The Perfect Day in Cape Town

Fitting the best of the city’s cosmopolitan shopping and dining, natural landmarks, creative vibes, and historical heritage into one day is ambitious but not impossible. The day should include a way to experience South Africa’s unique beauty with trip to Table Mountain and to Kirstenbosch National Botanical Garden, a chance to taste its multicultural cuisine (along with a glass of Cape wine, of course), a scenic drive to a sunny beach, a stop by some shops and galleries in Woodstock, Bo Kaap, or on Bree Street, and a chance to honor the city’s history and culture.

Tafelberg Rd, Cape Town, 8000, South Africa
Cape Town’s Table Mountain National Park, which hugs the perimeter of the city, is so popular that the line for the cable car to the top can be longer than a queue for a Disneyland ride. But why stand in line when you can put your feet to use? There are several routes that lead to the top of the 3,562-foot, flat-topped mountain, including the two-mile Platteklip Gorge trail. Yes, it’s steep, but startling views of the city and the Atlantic await. Trek, get hungry, then picnic on local provisions—crackers, Dutch-style Gouda, and biltong, the thick-sliced South African jerky—before riding the cable car back down.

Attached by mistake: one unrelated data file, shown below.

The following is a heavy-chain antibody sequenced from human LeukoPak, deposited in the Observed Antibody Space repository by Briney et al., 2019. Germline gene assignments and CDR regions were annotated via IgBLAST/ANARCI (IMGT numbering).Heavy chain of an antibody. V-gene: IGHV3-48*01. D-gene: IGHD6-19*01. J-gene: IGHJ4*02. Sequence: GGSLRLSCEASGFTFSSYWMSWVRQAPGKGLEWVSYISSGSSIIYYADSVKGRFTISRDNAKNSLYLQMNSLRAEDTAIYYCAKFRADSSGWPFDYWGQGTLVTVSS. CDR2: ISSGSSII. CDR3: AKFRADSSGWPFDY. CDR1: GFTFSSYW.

13D Kloof Nek Rd, Gardens, Cape Town, 8001, South Africa
The Power and the Glory is a cool bistro in the center of Cape Town that has attracted a cult following among locals. The relaxed style, the bearded staff, the folding chairs, and the sidewalk stools may remind you of a Brooklyn cafe. If you can snag a chair, it makes for a great place to work or to have a meeting over a light breakfast. In the evening, the place is usually packed with revelers. Try the quiche in the morning, the pretzel bun hot dog in the evening, and the Nutella cheesecake for dessert.
71 Wale St, Schotsche Kloof, Cape Town, 8001, South Africa
The Bo-Kaap was one of the few Cape Town neighborhoods to escape apartheid’s bulldozers—the cluster of bright buildings, once known as the Malay Quarter, housed many of the slaves who worked for the 17th-century Dutch colonialists. In this colorful area, you can also see some of the oldest, most beautiful mosques in the country, including the Auwal Mosque on Dorp Street. Upscale shops have been moving in lately, but don’t miss one of the originals, the spice merchant Atlas Trading Company. To go back in time, explore the Bo-Kaap Museum, furnished like the house of a typical 19th-century Muslim family.